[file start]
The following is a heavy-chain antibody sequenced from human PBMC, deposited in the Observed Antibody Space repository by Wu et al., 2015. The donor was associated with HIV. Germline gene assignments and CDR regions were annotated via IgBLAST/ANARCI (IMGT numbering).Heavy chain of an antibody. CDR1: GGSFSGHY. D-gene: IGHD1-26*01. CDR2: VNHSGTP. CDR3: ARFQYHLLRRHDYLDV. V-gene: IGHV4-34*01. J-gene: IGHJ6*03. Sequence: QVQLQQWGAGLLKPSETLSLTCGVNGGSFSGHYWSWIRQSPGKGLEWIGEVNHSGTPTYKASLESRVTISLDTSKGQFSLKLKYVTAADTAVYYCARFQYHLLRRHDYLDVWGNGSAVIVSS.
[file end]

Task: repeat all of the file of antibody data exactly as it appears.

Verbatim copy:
The following is a heavy-chain antibody sequenced from human PBMC, deposited in the Observed Antibody Space repository by Wu et al., 2015. The donor was associated with HIV. Germline gene assignments and CDR regions were annotated via IgBLAST/ANARCI (IMGT numbering).Heavy chain of an antibody. CDR1: GGSFSGHY. D-gene: IGHD1-26*01. CDR2: VNHSGTP. CDR3: ARFQYHLLRRHDYLDV. V-gene: IGHV4-34*01. J-gene: IGHJ6*03. Sequence: QVQLQQWGAGLLKPSETLSLTCGVNGGSFSGHYWSWIRQSPGKGLEWIGEVNHSGTPTYKASLESRVTISLDTSKGQFSLKLKYVTAADTAVYYCARFQYHLLRRHDYLDVWGNGSAVIVSS.